Some babies seem to light up when they are with their Dads, but don’t have the same close and happy bond with their Moms. If this happens to you, don’t worry too much. A strong bond takes months to develop. As long as you provide cuddles and take care of your baby’s needs, things will be ok.
Also, your baby is bonding well with his or her father and this is a good thing. You might feel a little jealous sometimes, but, overall, it's a positive thing that your infant adores Dad.
If you notice that Dad is more beloved, and has the power to calm the baby down in a way that you don't, watch your partner and see what's he doing. Is he talking to the baby more than you do, in a nice, gentle tone which is really soothing? Is he touching the baby more? Does he carry the baby differently than you do? Look for clues which help you to bond more effectively.
10 The Baby Seems Neglected
If your baby isn’t bonding with you, you should ask yourself, “Am I taking good care of my infant?” Infants that don’t get good care may develop Reactive Attachment Disorder.
According to Web MD, this disorder, which is known as RAD for short, is something that babies develop when their care is really negligent. The lack of adequate baby care prevents infants from emotionally bonding with their caregivers. This disorder also happens to some older babies and kids. It may happen any time before a child turns five.
If you're afraid that you're not caring for your baby properly, you should reach out for help. So much great advice is out there online. Also, your pediatrician (or a public health nurse) should be able to provide common-sense advice about how to take care of your baby. Educate yourself to minimize or eliminate the risk of Reactive Attachment Disorder.
9 The Baby Is A Preemie
Preemies come early and their body systems need to catch up after they're born. These babies are special and they require time before they become strong. Since they are tiny and need to grow, they may not be able to bond with their caregivers the way that full-term babies do.
In most cases, all that is needed is a little time. With time, your baby will develop more and you'll be able to build the close bond that you want.
Also, a preemie may spend a lot of time in the ICU after childbirth. Sometimes, these babies are hooked up to medical machines and this makes it harder to hold them and do the typical mom-baby stuff. If this happens to you, don't worry too much. My Dad was a preemie and he grew up to be big, tall and smart. He was very attached to his mother and treated her like a queen.
Preemies who've gone on to amazing success include Stevie Wonder, Sir Winston Churchill, Albert Einstein and Mark Twain.
8 The Baby Has Psychopathy
Have you heard the term, “bad seed”? Some babies are born with psychopathy, while others are born normal but become sociopathic due to inadequate nurturing. A baby who is born psychopathic will not have a normal conscience and will also suffer from “incapacity to love”.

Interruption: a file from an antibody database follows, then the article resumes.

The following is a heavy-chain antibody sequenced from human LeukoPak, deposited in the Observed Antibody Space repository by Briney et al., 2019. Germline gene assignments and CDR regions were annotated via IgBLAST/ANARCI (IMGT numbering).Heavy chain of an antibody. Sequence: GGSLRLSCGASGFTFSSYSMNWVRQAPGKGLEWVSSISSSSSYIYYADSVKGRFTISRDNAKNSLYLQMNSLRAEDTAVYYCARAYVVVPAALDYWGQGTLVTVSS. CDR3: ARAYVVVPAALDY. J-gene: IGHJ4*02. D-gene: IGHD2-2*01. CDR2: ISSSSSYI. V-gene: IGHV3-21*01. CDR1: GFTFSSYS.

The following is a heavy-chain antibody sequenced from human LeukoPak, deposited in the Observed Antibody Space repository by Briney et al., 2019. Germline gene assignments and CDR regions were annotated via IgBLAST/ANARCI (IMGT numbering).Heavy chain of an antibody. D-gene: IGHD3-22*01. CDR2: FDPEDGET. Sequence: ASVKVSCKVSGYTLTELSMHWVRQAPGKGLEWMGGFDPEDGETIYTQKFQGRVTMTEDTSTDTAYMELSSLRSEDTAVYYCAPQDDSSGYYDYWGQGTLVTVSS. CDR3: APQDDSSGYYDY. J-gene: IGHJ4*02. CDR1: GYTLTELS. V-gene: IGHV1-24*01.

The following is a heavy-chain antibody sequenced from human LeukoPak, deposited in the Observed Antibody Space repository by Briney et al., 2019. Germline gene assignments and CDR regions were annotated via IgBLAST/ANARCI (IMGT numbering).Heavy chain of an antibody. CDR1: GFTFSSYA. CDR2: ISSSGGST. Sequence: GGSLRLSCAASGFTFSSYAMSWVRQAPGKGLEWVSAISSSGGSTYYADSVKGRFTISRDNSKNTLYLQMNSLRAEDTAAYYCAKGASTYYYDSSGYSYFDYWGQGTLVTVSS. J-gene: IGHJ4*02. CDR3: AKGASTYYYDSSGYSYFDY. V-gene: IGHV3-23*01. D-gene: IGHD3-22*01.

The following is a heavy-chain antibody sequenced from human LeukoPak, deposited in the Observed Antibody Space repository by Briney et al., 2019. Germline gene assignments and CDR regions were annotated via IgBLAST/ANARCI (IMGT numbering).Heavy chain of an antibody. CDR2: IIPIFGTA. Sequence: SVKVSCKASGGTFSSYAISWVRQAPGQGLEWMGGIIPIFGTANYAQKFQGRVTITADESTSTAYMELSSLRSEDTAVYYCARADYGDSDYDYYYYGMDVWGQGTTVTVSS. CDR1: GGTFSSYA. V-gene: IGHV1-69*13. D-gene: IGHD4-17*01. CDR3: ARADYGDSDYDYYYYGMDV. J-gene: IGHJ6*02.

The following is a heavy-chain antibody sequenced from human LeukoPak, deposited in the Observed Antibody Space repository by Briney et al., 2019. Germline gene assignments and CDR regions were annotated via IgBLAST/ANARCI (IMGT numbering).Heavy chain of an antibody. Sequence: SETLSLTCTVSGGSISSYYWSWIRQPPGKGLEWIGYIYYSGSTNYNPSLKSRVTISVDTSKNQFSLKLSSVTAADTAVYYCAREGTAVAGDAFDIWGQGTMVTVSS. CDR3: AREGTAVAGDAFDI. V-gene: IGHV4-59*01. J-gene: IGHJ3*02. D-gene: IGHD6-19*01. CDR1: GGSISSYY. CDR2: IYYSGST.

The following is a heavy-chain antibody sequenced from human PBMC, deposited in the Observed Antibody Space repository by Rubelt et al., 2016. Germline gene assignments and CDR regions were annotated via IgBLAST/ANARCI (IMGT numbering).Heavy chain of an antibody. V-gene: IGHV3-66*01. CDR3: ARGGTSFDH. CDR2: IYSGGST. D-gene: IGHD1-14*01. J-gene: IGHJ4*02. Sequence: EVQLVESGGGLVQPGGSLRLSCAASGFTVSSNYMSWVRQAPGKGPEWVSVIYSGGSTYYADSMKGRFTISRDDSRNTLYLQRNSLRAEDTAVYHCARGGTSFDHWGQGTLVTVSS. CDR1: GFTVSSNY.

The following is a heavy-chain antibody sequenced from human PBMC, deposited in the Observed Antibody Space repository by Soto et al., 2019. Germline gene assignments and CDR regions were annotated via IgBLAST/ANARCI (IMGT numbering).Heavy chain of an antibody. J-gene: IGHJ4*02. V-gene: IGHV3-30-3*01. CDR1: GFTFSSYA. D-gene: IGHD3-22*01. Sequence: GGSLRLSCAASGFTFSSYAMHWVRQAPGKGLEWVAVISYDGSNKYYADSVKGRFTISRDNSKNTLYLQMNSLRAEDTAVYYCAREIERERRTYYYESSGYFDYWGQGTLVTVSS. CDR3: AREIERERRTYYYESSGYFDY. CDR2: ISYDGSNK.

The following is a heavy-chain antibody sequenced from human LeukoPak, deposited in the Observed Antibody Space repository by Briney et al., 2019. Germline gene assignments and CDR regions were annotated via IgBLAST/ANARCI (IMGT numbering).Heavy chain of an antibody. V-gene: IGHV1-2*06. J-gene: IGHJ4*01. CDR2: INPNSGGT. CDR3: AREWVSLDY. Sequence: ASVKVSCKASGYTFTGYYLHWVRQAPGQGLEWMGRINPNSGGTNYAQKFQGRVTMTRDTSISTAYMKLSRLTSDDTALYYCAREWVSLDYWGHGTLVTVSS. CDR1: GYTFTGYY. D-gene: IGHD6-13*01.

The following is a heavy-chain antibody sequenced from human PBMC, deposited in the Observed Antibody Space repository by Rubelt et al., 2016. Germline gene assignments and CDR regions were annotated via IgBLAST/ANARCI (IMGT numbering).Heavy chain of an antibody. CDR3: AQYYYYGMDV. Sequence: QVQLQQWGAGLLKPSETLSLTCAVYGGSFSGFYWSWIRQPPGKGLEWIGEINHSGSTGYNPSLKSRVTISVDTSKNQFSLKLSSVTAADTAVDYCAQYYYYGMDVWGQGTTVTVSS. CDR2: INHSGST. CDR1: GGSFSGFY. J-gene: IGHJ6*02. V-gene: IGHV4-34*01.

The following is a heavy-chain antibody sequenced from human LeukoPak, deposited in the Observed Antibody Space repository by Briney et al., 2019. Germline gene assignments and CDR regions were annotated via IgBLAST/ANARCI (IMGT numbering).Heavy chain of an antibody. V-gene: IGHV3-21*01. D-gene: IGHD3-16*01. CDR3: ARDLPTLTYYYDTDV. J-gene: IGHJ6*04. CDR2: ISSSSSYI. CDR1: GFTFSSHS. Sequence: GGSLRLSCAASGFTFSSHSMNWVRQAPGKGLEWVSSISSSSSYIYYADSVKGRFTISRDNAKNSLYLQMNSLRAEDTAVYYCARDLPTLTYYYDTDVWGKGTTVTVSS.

Some babies really are psychopathic. A British study showed that one in 100 babies could be psychopathic. The best strategy for caring for a child like this is to teach the right values. A baby like this isn't going to have emotional empathy. He or she will only have cognitive empathy. In other words, your baby won't be able to feel your feelings or anyone else's feelings. He or she will only be able to understand the emotions of others in a detached, intellectual way.
Emotional empathy is a big thing to lack, so you need to teach proper behavior from day one.
There are ways that mental health professionals detect this disorder. There is a checklist that they run through. As well, MRIs show differences between typical brains and psychopathic or sociopathic brains.
Babies who are psychopathic and do receive great parenting tend to be more considerate of others. They learn an honor code which helps them to behave appropriately, at least, most of the time. For this reason, providing caring mothering will be extremely important.
7 The Baby Has Allergies
If you have allergies yourself, you already know just how bad they can make you feel. It's the same deal with babies who have allergies. They are dealing with allergy symptoms which make them feel cranky and unwell.
Some babies react to ingredients in baby formula. Others react to environmental factors within the home or outside of the home. Pets and dust are typically big triggers.
Babies who have allergies aren't going to feel great and their health issues may make it hard for them to bond effectively with their mothers or other caregivers.
If you suspect that your baby has allergies, we recommend taking your tot to the pediatrician. If you discover that your infant does have a specific allergy, you may find that there is a wonderful treatment available.
Once your baby gets the right treatment, he or she may perk up a lot and find it easier to bond with you.
6 The Baby Seems Hyperactive
If you or your baby's Dad suffer from ADHD (attention deficit hyperactivity disorder), you should know that your infant has a one-in-four chance of inheriting this condition. Babies who have this disorder may be too wound up to bond.